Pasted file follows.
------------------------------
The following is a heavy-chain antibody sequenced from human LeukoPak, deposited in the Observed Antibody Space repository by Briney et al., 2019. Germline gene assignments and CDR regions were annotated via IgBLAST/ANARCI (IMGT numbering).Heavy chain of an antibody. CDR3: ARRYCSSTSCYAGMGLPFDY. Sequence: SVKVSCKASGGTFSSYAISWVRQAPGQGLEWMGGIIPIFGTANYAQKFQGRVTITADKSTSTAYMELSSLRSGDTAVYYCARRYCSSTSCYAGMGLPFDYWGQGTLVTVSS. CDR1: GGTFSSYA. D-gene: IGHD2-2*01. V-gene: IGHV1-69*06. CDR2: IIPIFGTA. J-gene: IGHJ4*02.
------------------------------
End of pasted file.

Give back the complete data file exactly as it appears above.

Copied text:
The following is a heavy-chain antibody sequenced from human LeukoPak, deposited in the Observed Antibody Space repository by Briney et al., 2019. Germline gene assignments and CDR regions were annotated via IgBLAST/ANARCI (IMGT numbering).Heavy chain of an antibody. CDR3: ARRYCSSTSCYAGMGLPFDY. Sequence: SVKVSCKASGGTFSSYAISWVRQAPGQGLEWMGGIIPIFGTANYAQKFQGRVTITADKSTSTAYMELSSLRSGDTAVYYCARRYCSSTSCYAGMGLPFDYWGQGTLVTVSS. CDR1: GGTFSSYA. D-gene: IGHD2-2*01. V-gene: IGHV1-69*06. CDR2: IIPIFGTA. J-gene: IGHJ4*02.